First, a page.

Closing the Gap Between Welfare and Work
Washington, June 20, 2019
By Rep.Ted Yoho (FL-3), member of the House Agriculture Committee
Recently, there have been a variety of stories in the news reflecting extensive fraud and abuse of the Supplemental Nutrition Assistance Program (SNAP, formerly known as food stamps). In New Jersey alone, a grocery store employee admitted he took part in a $1.9 million SNAP fraud scheme, and separately, a couple admitted to exchanging over $4.5 million in SNAP benefits for cash across a period of four years. In Massachusetts, an individual used 75 different Electronic Benefit Transfer (EBT) cards to buy over $250,000 in food for his wife’s restaurant.
Unfortunately, Democrats and their pro-status quo advocacy allies have tried to convince Americans that SNAP fraud is an insignificant problem. Here in Jacksonville, however, more than 200 individuals were identified as taking part in food stamp fraud in just six short months, many of whom were able-bodied adults. The Government Accountability Office (GAO) recently released a report that showed instances of benefit trafficking range from $960 million to $4.7 billion per year, which would make it over 7 percent of total SNAP spending – spending that has exceeded $60 billion annually over the past nine years.
While retailer and individual fraud and abuse are certainly problematic, these issues do not end at that level. One of the most flagrant and concerning abuses of this vital program occurs at the state level, where states manipulate data to waive large groups of individuals from the requirement to work, train, or volunteer.
Currently, more than one-third of the country has these waivers in place. Fortunately, this abuse is not seen in Florida as our state does not use waivers. But states like California have successfully waived 55 out of 58 counties using old data and gerrymandered regions. This is especially concerning because in 2014 California had 49 out of 58 counties with an unemployment rate over 6 percent, yet today there are only 28 counties in the state with an unemployment rate above 6 percent. With the U.S. unemployment rate at a historic low, this type of waiver exploitation by states must end. In fact, the Trump administration recently proposed to reign in exploited regulatory language that has long waived the time limit – and subsequently the work requirement – for able-bodied adults without dependents (ABAWDs) receiving SNAP benefits. The underlying law regarding ABAWD waivers is vague and has resulted in past administrations improperly exploiting the associated regulations.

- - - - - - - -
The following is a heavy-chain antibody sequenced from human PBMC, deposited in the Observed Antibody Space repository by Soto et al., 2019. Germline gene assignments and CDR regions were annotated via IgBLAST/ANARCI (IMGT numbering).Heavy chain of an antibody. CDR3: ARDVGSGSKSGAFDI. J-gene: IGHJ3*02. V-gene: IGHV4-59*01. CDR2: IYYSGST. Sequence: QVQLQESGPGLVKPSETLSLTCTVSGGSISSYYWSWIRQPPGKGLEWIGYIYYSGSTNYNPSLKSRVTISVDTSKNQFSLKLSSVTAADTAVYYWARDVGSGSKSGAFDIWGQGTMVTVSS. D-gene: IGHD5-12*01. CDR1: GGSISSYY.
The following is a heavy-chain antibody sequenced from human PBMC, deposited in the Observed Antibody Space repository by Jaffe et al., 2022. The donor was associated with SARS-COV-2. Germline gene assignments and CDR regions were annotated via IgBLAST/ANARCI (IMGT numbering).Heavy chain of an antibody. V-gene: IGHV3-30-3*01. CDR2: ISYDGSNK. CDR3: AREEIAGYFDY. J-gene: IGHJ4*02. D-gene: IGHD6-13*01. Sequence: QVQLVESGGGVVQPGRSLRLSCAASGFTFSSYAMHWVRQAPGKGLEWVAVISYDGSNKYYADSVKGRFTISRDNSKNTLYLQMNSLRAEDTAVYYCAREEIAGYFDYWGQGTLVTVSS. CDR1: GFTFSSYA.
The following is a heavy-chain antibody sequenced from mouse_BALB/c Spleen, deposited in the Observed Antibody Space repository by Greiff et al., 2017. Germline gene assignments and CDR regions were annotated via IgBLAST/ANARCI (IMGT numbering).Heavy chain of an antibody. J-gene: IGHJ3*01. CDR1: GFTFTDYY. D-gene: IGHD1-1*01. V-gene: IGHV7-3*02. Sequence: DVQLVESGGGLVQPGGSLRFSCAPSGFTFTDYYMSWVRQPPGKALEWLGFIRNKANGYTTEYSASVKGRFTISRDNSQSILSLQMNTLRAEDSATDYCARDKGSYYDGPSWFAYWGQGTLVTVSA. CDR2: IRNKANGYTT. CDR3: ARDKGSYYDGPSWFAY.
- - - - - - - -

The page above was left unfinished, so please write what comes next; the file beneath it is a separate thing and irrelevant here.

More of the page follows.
This administration’s regulatory proposal prevents states from manipulating data and gerrymandering regions – practices states have come to know through leftist advocacy groups who pride themselves on a more robust welfare state. The proposal is simple: it modifies how states can seek these waivers, with an emphasis on the booming economy, available jobs, and training opportunities. It also requires states to use more relevant and timely data.
Today, we are seeing historically low unemployment, and jobless claims have dropped to their lowest level since 1969. Coupled with average earnings nearing $28 per hour and over 3.2 million new jobs created, these positive indicators should bring hope for those looking to move from welfare to work. It is high time to stop marginalizing those receiving SNAP by incentivizing work in exchange for benefits from our most capable recipients.Democrats have tried to convince Americans that certain populations are incapable of work. However, in practice, three states that established mandatory minimum work requirements for ABAWDs – Florida, Maine, and Alabama – saw their ABAWD SNAP enrollment decrease by 94 percent, 90 percent and 85 percent respectively. Instead of stigmatizing the work capability of individuals who fall under the ABAWD category as the Democrats are doing, we should recognize work as an American value that we need to help all achieve. And by moving forward with the administration’s proposal we are that much closer to closing the gap between welfare and work, ultimately moving people into a vibrant middle class who are capable of reaching their American Dream. And I for one will not stop working to expose SNAP fraud; I want to ensure this program’s integrity is protected because I know from personal experience that this program is a vital lifeline to our most vulnerable friends and neighbors.